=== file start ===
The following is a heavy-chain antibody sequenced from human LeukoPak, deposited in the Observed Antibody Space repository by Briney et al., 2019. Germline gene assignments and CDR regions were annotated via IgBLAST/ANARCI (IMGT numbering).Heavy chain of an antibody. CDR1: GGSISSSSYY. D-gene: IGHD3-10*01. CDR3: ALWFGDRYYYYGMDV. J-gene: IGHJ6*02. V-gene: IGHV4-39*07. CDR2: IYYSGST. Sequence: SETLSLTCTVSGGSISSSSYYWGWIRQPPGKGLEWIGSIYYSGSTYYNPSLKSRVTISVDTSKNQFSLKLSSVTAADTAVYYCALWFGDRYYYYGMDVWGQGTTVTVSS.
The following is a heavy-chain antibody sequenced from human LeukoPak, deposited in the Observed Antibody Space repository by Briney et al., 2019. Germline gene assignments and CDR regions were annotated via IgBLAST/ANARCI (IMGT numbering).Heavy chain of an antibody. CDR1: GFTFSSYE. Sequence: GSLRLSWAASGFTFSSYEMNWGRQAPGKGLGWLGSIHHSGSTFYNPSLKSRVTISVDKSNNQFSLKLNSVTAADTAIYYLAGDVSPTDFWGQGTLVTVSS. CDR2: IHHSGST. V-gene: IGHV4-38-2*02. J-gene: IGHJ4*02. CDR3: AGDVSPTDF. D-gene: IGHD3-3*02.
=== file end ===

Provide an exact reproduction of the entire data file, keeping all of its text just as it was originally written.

The following is a heavy-chain antibody sequenced from human LeukoPak, deposited in the Observed Antibody Space repository by Briney et al., 2019. Germline gene assignments and CDR regions were annotated via IgBLAST/ANARCI (IMGT numbering).Heavy chain of an antibody. CDR1: GGSISSSSYY. D-gene: IGHD3-10*01. CDR3: ALWFGDRYYYYGMDV. J-gene: IGHJ6*02. V-gene: IGHV4-39*07. CDR2: IYYSGST. Sequence: SETLSLTCTVSGGSISSSSYYWGWIRQPPGKGLEWIGSIYYSGSTYYNPSLKSRVTISVDTSKNQFSLKLSSVTAADTAVYYCALWFGDRYYYYGMDVWGQGTTVTVSS.
The following is a heavy-chain antibody sequenced from human LeukoPak, deposited in the Observed Antibody Space repository by Briney et al., 2019. Germline gene assignments and CDR regions were annotated via IgBLAST/ANARCI (IMGT numbering).Heavy chain of an antibody. CDR1: GFTFSSYE. Sequence: GSLRLSWAASGFTFSSYEMNWGRQAPGKGLGWLGSIHHSGSTFYNPSLKSRVTISVDKSNNQFSLKLNSVTAADTAIYYLAGDVSPTDFWGQGTLVTVSS. CDR2: IHHSGST. V-gene: IGHV4-38-2*02. J-gene: IGHJ4*02. CDR3: AGDVSPTDF. D-gene: IGHD3-3*02.